Monday, 18 February 2013

U.S Austerity: The Facts



It has been observed that there haven’t been any cuts in the federal spending. Many of the economists had warned that premature austerity would be a hindrance to recovery for the U.S economy. Indeed, it was found to shackle the economy and being dragged behind rather than assisting in any recovery. What is happening with the economy was something like suspense. Let’s take a look at the ratio between the spending and the potential GDP. Taking the values from the CBO, it showed that normal growth would have been a better criterion than the raw numbers. The chart below shows the relation between federal spending and GDP.



Even now, spending is slightly higher than the pre-crisis state. More of the spending was on unemployment benefits, food samples, pressures of baby-boomer retirement and medical costs increment. However, it is lower than the peak. Being engaged in austerity has become the primary cause of slow recovery. Let’s now include the state and local government spending. Austerity in state and local government could also have been a good policy choice. The graph below shows you total government spending as a share of potential GDP.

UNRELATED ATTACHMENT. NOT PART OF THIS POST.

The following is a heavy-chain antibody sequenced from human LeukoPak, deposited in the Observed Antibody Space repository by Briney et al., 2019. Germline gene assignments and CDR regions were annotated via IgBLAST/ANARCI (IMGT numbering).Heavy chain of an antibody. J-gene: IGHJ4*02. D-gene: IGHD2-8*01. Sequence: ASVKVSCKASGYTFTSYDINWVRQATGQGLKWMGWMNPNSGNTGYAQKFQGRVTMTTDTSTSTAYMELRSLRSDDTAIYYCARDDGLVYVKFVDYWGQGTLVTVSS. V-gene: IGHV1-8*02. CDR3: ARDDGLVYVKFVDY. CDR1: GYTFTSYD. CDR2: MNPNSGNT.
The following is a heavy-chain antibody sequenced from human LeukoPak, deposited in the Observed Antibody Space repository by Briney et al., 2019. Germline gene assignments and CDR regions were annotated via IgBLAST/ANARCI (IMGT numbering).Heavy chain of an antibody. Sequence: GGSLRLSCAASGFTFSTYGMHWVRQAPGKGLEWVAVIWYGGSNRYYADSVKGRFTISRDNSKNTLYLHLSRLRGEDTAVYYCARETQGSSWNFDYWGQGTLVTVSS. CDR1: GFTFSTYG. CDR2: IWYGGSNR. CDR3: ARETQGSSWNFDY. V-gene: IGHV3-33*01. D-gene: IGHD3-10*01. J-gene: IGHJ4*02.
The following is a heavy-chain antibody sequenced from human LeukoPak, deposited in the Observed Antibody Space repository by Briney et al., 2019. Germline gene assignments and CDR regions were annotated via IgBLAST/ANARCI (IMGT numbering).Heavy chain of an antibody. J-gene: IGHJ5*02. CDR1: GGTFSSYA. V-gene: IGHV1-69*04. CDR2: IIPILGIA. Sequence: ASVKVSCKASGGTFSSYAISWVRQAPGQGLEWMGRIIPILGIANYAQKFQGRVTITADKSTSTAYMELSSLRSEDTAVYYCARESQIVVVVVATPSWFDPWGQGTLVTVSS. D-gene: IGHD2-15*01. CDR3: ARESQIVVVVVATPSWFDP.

The graph clearly shows that total government spending as a share GDP is not even a percent point higher than what it was before the onset of recession.
In context to the big hit that the private spending experienced with the housing investments, here is the graph showing you the residential investment as a share of potential GDP.
The housing recovery however showed a slight rise after 2012 (as visible in the graph). Here at this point, the private demand is depressed by the housing-debt-bubble and the government spending is even higher than what it was at the highest peak of the bubble. The economy is not at a very good state even today.